Psychotherapy and Counselling: What is it and precisely what kind of psychotherapist do I really need for my particular issue?
Do I really need Therapy?
It is best not to become mystified about the distinction between these 2 approaches of describing a counselor. Whenever you are searching for assistance on a professional site like BACP, UKCP or The Counselling Directory, then you can rest assured that regardless if a therapist identifies him or herself as a counsellor, psychotherapist or counsellor and psychotherapist, that he or she will have been required to to provide evidence of their credentials, to be admitted onto the site.
What exactly is counselling or psychotherapy?
You may like to think of therapy as a healing relationship since this is basically what it is. All therapists receive training in learning how to listen to a person as they speak about a specific disorder or thoughts they are having and to ask questions that may likely encourage an useful exploration of an issue that has become a challenge.
What kind of counseling do I require for my problem?
There are countless different kinds of therapy models available, that it can be really baffling to work out which will be best for you and your particular difficulty: Psychodynamic or Cognitive Behavioural Therapy (CBT) or Person-Centred or Acceptance and Commitment Therapy (ACT) or Dialectical Behaviour Therapy (DBT), or Transactional Analysis (TA), Gestalt, Jungian, and so forth etc. You might be relieved to learn that much research now explains that the therapeutic "relationship" is most likely sign of a favorable outcome, irrespective of therapeutic model. Accordingly, if you are looking for some support presently, fret less about the "type" of therapy available and focus more on finding a person with whom you really feel you can connect.
How do I choose a therapist?
It is a really good strategy to see at least 3 individuals when you are searching for a counselor and to see how you feel as you sit and talk with each other. Many psychotherapists will offer a free initial chat on the telephone or face to face, so you may find that 20-30 minutes is plenty of time to explore whether you experience a connection.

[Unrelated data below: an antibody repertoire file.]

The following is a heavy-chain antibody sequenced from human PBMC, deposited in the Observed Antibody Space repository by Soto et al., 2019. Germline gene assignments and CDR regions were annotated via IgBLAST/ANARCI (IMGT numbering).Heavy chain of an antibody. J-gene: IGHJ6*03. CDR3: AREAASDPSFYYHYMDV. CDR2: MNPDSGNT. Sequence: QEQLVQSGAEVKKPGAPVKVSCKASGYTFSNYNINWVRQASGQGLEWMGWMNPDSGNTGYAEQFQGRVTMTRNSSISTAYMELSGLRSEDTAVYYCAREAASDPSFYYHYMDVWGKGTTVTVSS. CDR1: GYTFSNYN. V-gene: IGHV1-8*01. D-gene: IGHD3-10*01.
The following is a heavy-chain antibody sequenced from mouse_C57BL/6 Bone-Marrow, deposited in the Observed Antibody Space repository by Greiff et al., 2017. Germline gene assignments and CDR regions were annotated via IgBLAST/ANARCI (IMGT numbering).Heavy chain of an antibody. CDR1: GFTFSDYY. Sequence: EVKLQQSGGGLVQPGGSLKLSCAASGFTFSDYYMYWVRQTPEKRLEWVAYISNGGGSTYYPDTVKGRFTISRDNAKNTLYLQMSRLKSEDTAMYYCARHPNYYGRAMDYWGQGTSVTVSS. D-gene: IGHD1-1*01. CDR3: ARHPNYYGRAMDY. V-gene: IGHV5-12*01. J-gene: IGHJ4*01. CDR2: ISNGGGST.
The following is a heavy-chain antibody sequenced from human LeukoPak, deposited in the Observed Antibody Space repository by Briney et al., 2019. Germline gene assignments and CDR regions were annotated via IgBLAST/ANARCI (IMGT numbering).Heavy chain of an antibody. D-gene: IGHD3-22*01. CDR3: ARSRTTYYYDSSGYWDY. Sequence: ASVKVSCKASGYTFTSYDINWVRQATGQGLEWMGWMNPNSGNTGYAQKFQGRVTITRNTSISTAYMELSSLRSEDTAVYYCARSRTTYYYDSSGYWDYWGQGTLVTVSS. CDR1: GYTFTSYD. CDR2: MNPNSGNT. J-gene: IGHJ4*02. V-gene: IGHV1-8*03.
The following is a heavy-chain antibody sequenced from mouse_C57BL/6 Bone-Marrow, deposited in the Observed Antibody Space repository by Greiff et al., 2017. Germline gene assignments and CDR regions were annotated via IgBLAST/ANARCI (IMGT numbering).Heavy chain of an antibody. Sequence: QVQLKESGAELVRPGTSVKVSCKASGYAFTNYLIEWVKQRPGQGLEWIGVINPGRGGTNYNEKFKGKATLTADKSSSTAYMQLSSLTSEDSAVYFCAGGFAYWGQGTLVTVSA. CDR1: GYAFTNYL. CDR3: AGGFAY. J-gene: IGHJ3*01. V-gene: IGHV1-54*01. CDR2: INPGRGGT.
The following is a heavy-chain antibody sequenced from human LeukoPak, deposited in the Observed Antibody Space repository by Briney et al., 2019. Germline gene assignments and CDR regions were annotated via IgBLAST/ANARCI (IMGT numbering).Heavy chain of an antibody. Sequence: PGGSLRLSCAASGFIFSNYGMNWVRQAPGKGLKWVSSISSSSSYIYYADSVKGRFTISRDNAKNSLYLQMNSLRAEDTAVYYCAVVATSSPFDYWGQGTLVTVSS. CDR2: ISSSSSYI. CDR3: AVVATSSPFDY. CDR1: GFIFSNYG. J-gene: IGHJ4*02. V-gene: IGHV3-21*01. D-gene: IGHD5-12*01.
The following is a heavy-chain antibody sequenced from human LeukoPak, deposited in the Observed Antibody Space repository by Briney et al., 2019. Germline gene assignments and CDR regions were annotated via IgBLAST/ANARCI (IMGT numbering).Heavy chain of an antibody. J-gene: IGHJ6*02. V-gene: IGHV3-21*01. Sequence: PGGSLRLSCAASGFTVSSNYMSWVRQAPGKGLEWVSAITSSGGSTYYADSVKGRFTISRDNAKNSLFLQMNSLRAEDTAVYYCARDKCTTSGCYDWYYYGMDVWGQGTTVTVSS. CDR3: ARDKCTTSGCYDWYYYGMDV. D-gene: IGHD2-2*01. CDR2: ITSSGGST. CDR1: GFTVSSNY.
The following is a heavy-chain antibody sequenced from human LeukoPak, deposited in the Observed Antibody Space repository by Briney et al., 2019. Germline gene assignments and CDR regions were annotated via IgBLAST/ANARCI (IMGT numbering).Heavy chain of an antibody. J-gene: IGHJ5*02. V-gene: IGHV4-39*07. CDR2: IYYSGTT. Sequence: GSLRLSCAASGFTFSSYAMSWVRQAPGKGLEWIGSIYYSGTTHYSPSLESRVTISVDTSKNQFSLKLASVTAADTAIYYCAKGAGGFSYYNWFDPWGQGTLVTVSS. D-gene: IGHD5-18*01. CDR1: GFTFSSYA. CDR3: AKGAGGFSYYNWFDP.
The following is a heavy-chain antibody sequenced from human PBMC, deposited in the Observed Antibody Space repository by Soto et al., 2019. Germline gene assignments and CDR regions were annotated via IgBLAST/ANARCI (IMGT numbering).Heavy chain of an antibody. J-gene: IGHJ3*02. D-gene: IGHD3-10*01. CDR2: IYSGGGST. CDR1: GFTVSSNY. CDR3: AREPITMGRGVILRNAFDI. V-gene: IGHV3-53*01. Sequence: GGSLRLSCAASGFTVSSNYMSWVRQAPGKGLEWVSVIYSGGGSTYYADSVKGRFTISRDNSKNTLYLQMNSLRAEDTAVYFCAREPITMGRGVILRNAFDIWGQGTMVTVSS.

How can I make certain I have chosen the ideal therapist for me?
It is worth remembering that therapy can really help you to work through interpersonal difficulties, so even when you do not really feel a good initial connection with a therapist, if you are brave enough to articulate this and talk about it, this can really help you to develop a much better relationship in therapy as well as broadening your relational capacities with people who appear different in your life generally. Think about this example:
J, a young woman in her early twenties meets male therapist L, in his late fifties, for 20 minutes after work to begin to speak about her struggles in being self-assured with work colleagues. L pays attention carefully to J and because he does not seem to provide her any
instant solutions or to say much, she conceives that he can not really help her and that he is not really directory interested in her problems at work. As J's father left her mum when J was 2, she hasn't grown up with a father around and possibly she has very little practical experience of relating with an older male, an individual who represents the kind of age her very own dad would be. J could opt to seek another counselor with whom she feels a more "comfortable" connection or she could remain with this situation and potentially discover a lot about herself through her relationship with therapist L. She may learn how to connect well with L and this in turn may even start to help her struggles in being assertive at work. Perhaps J my sources has underlying issues around self-belief and self-confidence due to growing up in the absence of a father figure and maybe she is curious about therapist L as well as being a bit afraid?
These are just a handful of suggestions about how a therapeutic relationship per se could really help a man or woman to resolve personal difficulties. So if you have begun working with someone and you are feeling unsure about your choice of therapist, then it may be very beneficial if you can bear to touch on this at your upcoming session. You could be quite taken aback at how your therapist responds and he or she may even help you to understand more about this anxiety. It is vital to remember that therapeutic training focuses upon matters like problems in relating to others, so a therapist is an ideal person to help you explore your relational behaviour and how facets of it may detrimentally impact here are the findings your capacity to connect effectively to other people.
If you wish to explore psychological therapy at The Hove Counselling Practice, then feel free to call for a free initial chat or email to arrange a free initial meeting.
The Hove Counselling Practice - Brighton and Hove Psychotherapy,
126 Shirley Street, Hove, East Sussex, BN3 3WG, UK